Quantum tensor networks in machine learning (QTNML) are envisioned to have great potential to advance AI technologies. Quantum machine learning promises quantum advantages (potentially exponential speedups in training, quadratic speedup in convergence, etc.) over classical machine learning, while tensor networks provide powerful simulations of quantum machine learning algorithms on classical computers. As a rapidly growing interdisciplinary area, QTNML may serve as an amplifier for computational intelligence, a transformer for machine learning innovations, and a propeller for AI industrialization.
Tensor networks, a contracted network of factor tensors, have arisen independently in several areas of science and engineering. Such networks appear in the description of physical processes and an accompanying collection of numerical techniques have elevated the use of quantum tensor networks into a variational model of machine learning. Underlying these algorithms is the compression of high-dimensional data needed to represent quantum states of matter. These compression techniques have recently proven ripe to apply to many traditional problems faced in deep learning. Quantum tensor networks have shown significant power in compactly representing deep neural networks, and efficient training and theoretical understanding of deep neural networks. More potential QTNML technologies are rapidly emerging, such as approximating probability functions, and probabilistic graphical models. However, the topic of QTNML is relatively young and many open problems are still to be explored.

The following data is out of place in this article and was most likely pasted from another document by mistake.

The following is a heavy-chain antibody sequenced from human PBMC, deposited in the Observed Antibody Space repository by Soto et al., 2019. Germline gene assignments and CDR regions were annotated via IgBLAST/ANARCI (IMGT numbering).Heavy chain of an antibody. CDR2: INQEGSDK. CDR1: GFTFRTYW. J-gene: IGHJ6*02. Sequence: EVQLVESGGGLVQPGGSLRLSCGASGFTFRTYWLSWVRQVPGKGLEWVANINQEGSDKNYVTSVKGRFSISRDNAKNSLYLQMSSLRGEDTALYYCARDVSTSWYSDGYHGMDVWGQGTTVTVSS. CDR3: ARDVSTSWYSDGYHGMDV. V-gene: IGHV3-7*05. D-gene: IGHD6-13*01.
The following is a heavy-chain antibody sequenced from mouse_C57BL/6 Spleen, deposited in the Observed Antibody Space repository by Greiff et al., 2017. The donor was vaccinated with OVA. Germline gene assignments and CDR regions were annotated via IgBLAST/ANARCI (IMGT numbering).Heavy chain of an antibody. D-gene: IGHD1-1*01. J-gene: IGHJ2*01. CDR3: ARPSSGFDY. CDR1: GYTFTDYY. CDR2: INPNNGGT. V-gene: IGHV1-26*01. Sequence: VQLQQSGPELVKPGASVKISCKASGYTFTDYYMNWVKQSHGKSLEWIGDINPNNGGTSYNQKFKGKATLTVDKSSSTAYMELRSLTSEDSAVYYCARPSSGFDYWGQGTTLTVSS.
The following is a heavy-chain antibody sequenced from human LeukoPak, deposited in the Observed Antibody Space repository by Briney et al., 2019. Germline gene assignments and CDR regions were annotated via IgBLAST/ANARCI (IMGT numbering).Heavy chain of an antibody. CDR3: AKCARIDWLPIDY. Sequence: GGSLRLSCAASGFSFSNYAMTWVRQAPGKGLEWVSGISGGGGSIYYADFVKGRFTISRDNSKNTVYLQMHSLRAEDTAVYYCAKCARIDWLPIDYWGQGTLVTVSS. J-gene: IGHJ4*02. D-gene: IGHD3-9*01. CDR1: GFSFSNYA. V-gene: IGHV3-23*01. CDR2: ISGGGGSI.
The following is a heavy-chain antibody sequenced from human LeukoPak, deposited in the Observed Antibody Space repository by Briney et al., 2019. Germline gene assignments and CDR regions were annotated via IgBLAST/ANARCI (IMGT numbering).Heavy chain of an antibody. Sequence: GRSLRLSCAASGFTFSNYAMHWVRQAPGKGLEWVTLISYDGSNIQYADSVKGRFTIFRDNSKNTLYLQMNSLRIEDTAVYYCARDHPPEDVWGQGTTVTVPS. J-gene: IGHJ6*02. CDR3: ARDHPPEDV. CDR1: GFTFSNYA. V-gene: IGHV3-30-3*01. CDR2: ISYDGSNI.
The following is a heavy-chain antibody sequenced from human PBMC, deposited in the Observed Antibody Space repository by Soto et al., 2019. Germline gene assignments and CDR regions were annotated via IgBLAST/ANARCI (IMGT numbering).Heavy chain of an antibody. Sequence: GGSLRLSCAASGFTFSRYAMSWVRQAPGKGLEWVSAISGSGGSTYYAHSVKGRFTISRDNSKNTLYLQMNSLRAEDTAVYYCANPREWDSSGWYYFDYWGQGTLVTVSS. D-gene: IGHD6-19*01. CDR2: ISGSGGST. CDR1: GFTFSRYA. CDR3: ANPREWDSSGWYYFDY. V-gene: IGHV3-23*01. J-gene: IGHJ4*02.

Quantum algorithms are typically described by quantum circuits (quantum computational networks). These networks are indeed a class of tensor networks, creating an evident interplay between classical tensor network contraction algorithms and executing tensor contractions on quantum processors. The modern field of quantum enhanced machine learning has started to utilize several tools from tensor network theory to create new quantum models of machine learning and to better understand existing ones.
The interplay between tensor networks, machine learning and quantum algorithms is rich. Indeed, this interplay is based not just on numerical methods but on the equivalence of tensor networks to various quantum circuits, rapidly developing algorithms from the mathematics and physics communities for optimizing and transforming tensor networks, and connections to low-rank methods for learning. A merger of tensor network algorithms with state-of-the-art approaches in deep learning is now taking place. A new community is forming, which this workshop aims to foster.